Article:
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October 25th, 2014

Coakley struggling in Massachusetts, Walker on the ropes in Wisconsin, and Montana’s Mailergate: US state blog round up for 18 – 24 October  

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Estimated reading time: 5 minutes

Blog Admin

October 25th, 2014

Coakley struggling in Massachusetts, Walker on the ropes in Wisconsin, and Montana’s Mailergate: US state blog round up for 18 – 24 October  

0 comments

Estimated reading time: 5 minutes

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USApp Managing Editor, Chris Gilson, looks at the week in U.S. state blogging. Click here for our weekly roundup of national blogs.

Northeast

On Wednesday, New Hampshire’s NHJournal writes that in the wake of the first televised debate between Senator Jeanne Shaheen and her Republican midterm challenger, Scott Brown, both sides have accused the other of lying. The GOP says that Shaheen lied about her opposition to a nuclear plant, while the Shaheen camp says that Brown lied in his denial of ever voting to help U.S. companies outsource American jobs overseas.

Many commentators across the country regard Vermont’s recent gubernatorial debate as a national joke, writes Green Mountain Daily this week. They say that while there were some funny moments in the debate which featured seven candidates, they are proud that Vermont has an inclusive election process which allows any concerned citizen to run for high office, and gives them a chance to be heard.

Heading south to Massachusetts, Outside the Beltway writes this week that Democrat Marha Coakley looks likely to fail in another election bid in the state. They say after losing the state’s Senate race in 2010 to Scott Brown, she is now down by nine points against her Republican challenger for the state’s Governorship, Charlie Baker.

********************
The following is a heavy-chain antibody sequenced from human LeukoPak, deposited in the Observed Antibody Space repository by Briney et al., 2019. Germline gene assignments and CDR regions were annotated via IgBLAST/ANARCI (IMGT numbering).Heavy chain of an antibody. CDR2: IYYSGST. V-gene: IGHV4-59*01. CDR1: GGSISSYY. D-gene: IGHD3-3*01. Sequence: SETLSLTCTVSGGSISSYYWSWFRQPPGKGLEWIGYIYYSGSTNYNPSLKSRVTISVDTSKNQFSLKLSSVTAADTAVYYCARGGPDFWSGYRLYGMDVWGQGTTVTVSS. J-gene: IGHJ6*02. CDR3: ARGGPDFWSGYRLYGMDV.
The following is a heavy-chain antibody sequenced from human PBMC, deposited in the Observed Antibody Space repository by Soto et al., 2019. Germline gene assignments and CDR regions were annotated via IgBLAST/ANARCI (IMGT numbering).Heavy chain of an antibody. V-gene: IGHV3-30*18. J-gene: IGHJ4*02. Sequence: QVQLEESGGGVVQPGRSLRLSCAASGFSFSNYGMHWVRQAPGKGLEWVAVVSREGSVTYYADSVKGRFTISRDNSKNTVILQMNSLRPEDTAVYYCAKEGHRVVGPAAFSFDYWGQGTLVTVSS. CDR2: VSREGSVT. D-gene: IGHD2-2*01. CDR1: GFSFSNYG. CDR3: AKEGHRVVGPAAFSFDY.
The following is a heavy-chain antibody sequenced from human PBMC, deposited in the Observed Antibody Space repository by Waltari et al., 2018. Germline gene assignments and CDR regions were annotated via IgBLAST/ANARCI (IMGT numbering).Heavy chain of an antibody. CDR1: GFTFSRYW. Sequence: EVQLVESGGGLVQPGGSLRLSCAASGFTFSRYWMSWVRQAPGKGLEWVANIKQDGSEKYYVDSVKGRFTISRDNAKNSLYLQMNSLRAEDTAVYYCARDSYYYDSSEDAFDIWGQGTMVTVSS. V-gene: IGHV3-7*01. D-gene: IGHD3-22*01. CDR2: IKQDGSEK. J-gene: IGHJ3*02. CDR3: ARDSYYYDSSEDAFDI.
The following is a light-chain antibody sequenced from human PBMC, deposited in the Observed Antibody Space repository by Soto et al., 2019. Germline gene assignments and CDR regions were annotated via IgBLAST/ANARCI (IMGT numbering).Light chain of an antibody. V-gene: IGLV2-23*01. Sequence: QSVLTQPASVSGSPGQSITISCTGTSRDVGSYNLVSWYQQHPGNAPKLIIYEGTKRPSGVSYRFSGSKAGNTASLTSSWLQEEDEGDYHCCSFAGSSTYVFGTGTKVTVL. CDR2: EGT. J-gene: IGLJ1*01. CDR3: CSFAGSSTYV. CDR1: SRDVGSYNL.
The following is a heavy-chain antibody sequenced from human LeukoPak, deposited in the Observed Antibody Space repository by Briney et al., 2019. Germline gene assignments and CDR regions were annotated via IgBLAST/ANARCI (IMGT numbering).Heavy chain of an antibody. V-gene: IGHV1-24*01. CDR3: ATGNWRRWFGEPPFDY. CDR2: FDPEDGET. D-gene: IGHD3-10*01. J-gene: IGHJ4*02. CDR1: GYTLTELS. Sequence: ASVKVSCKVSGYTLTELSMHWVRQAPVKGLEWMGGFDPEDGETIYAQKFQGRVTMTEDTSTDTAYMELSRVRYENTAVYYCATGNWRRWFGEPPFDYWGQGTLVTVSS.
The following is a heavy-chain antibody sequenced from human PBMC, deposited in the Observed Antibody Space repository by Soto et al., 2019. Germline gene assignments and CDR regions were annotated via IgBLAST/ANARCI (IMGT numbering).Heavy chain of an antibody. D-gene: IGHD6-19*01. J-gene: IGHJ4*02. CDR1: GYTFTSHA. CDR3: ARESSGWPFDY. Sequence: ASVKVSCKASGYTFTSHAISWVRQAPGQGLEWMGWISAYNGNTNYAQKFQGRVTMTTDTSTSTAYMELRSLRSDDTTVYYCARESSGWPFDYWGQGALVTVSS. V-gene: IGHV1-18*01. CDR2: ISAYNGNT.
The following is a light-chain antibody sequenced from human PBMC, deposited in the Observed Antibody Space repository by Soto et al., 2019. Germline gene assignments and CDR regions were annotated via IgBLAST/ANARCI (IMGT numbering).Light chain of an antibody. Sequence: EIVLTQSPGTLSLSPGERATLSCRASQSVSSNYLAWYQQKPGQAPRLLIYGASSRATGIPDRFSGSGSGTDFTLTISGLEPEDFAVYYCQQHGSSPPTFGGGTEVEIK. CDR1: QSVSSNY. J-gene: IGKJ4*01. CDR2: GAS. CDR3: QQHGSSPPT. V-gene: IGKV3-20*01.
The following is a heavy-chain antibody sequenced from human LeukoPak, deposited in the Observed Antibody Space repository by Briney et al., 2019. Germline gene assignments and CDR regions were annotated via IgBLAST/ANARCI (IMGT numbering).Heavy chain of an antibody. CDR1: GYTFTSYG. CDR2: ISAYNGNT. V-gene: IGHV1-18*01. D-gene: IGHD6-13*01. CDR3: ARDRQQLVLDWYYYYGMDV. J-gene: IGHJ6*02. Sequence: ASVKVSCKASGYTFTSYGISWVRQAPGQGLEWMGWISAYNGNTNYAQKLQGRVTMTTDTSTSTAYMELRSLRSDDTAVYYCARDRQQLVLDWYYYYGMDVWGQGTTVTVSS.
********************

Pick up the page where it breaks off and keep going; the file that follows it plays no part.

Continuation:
This week WPRI.com looks at Rhode Island’s tight gubernatorial race. They say that this week groups with no previous history in the state have dropped over $800,000 on TV ads attacking the top two candidates, Democrat Gina Raimondo and Republican Allan Fung. They say that this is nearly as much cash as Fung had on hand until now, and more than two times Raimondo’s.

Going west to the Empire State, State of Politics writes this week that Democratic Governor, Andrew Cuomo has picked up another GOP endorsement, this time from Anthony Picente, a Republican County Executive. They say that the endorsement is based on Cuomo’s help strengthening the state’s tourism and yoghurt industries.

New Jersey Governor Chris Christie Credit: Gage Skidmore (CC-BY-SA-2.0)
New Jersey Governor Chris Christie Credit: Gage Skidmore (CC-BY-SA-2.0)

On Monday this week, Save Jersey writes that this year’s midterm election may be the most important for New Jersey Governor, Chris Christie. They write that as Chairman of the Republican Governor’s Association, and given his likely 2016 presidential ambitions, Christie needs to prove that he can win for the party in blue states.

South

On Monday, Fitsnews writes that a North Carolina Congressional candidate, Jim Clyburn, has compared gay couples to ‘Gremlins’ in a Facebook post. They say that the Democrat is virtually unbeatable due to the gerrymandering of his ‘dirt poor’ district. 

Georgia’s Senate race had a number of interesting developments this week. On Friday, National Review’s The Campaign Spot writes that a poll has put Republican David Purdue ahead of Democrat Michelle Nunn by 2 points. They say that while the poll is good news for the GOP, the five previous polls had Nunn narrowly ahead. The race is likely to go to a runoff if neither of the candidates reaches the 50 percent threshold on November 4th, which looks increasingly likely due to the influence of a Libertarian candidate in the race.

In Alabama this week, Yellowhammer reports that the state’s House Speaker, Mike Hubbard, has been indicted on corruption charges stemming from an ongoing Grand Jury investigation. The charges include using his position in the GOP for personal gain, voting for legislation with a conflict of interest and using state equipment and his office for personal gain.

Heading south to the Sunshine State, Daily Kos writes this week that Florida Governor Rick Scott may have had a death row inmate’s execution delayed to accommodate a fundraiser for the state’s Attorney General, Pam Bondi. They say that Scott, who is in a close re-election race against former Governor Charlie Crist, dodged questions over the matter at a debate this week. Staying in Florida, Roll Call’s At the Races reports on Thursday that a case challenging the state’s congressional map is set to head to the Supreme Court next year. They write that the case unfolded over the summer after a coalition charged that the state’s congressional map violated the state’s Fair District amendments.